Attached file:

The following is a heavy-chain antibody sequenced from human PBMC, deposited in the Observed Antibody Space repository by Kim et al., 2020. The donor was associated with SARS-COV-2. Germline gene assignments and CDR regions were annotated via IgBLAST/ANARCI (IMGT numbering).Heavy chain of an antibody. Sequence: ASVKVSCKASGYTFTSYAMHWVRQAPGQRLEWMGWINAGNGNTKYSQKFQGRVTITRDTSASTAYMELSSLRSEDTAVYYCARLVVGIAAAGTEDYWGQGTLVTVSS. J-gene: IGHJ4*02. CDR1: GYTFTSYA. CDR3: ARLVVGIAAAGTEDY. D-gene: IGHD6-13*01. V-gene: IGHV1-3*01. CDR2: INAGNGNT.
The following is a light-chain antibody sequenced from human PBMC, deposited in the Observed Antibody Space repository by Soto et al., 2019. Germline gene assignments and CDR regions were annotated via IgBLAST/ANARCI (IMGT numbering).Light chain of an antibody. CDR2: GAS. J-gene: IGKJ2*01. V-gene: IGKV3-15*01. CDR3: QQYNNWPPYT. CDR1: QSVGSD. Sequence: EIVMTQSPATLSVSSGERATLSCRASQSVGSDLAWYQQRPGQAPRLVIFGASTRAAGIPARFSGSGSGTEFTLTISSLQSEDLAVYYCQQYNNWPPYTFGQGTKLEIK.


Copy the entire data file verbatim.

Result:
The following is a heavy-chain antibody sequenced from human PBMC, deposited in the Observed Antibody Space repository by Kim et al., 2020. The donor was associated with SARS-COV-2. Germline gene assignments and CDR regions were annotated via IgBLAST/ANARCI (IMGT numbering).Heavy chain of an antibody. Sequence: ASVKVSCKASGYTFTSYAMHWVRQAPGQRLEWMGWINAGNGNTKYSQKFQGRVTITRDTSASTAYMELSSLRSEDTAVYYCARLVVGIAAAGTEDYWGQGTLVTVSS. J-gene: IGHJ4*02. CDR1: GYTFTSYA. CDR3: ARLVVGIAAAGTEDY. D-gene: IGHD6-13*01. V-gene: IGHV1-3*01. CDR2: INAGNGNT.
The following is a light-chain antibody sequenced from human PBMC, deposited in the Observed Antibody Space repository by Soto et al., 2019. Germline gene assignments and CDR regions were annotated via IgBLAST/ANARCI (IMGT numbering).Light chain of an antibody. CDR2: GAS. J-gene: IGKJ2*01. V-gene: IGKV3-15*01. CDR3: QQYNNWPPYT. CDR1: QSVGSD. Sequence: EIVMTQSPATLSVSSGERATLSCRASQSVGSDLAWYQQRPGQAPRLVIFGASTRAAGIPARFSGSGSGTEFTLTISSLQSEDLAVYYCQQYNNWPPYTFGQGTKLEIK.